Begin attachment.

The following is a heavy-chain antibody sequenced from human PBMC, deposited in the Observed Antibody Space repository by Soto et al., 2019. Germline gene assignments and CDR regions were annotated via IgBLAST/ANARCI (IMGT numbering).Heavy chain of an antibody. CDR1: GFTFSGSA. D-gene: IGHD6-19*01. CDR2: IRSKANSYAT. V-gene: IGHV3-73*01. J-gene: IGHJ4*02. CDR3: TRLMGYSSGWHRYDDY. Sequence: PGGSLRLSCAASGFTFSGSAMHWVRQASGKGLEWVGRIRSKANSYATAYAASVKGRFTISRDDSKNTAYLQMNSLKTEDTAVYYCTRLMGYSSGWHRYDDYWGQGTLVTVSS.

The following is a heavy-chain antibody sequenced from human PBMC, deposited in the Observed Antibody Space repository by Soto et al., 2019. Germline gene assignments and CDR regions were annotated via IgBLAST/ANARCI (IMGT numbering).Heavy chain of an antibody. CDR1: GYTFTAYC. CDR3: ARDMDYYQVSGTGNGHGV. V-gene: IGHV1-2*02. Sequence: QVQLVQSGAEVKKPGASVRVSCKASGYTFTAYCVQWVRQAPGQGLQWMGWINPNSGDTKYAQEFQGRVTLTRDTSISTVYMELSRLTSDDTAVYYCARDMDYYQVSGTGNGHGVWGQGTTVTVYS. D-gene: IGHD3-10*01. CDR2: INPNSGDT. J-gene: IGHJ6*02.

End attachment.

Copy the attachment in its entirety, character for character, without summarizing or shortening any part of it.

The following is a heavy-chain antibody sequenced from human PBMC, deposited in the Observed Antibody Space repository by Soto et al., 2019. Germline gene assignments and CDR regions were annotated via IgBLAST/ANARCI (IMGT numbering).Heavy chain of an antibody. CDR1: GFTFSGSA. D-gene: IGHD6-19*01. CDR2: IRSKANSYAT. V-gene: IGHV3-73*01. J-gene: IGHJ4*02. CDR3: TRLMGYSSGWHRYDDY. Sequence: PGGSLRLSCAASGFTFSGSAMHWVRQASGKGLEWVGRIRSKANSYATAYAASVKGRFTISRDDSKNTAYLQMNSLKTEDTAVYYCTRLMGYSSGWHRYDDYWGQGTLVTVSS.

The following is a heavy-chain antibody sequenced from human PBMC, deposited in the Observed Antibody Space repository by Soto et al., 2019. Germline gene assignments and CDR regions were annotated via IgBLAST/ANARCI (IMGT numbering).Heavy chain of an antibody. CDR1: GYTFTAYC. CDR3: ARDMDYYQVSGTGNGHGV. V-gene: IGHV1-2*02. Sequence: QVQLVQSGAEVKKPGASVRVSCKASGYTFTAYCVQWVRQAPGQGLQWMGWINPNSGDTKYAQEFQGRVTLTRDTSISTVYMELSRLTSDDTAVYYCARDMDYYQVSGTGNGHGVWGQGTTVTVYS. D-gene: IGHD3-10*01. CDR2: INPNSGDT. J-gene: IGHJ6*02.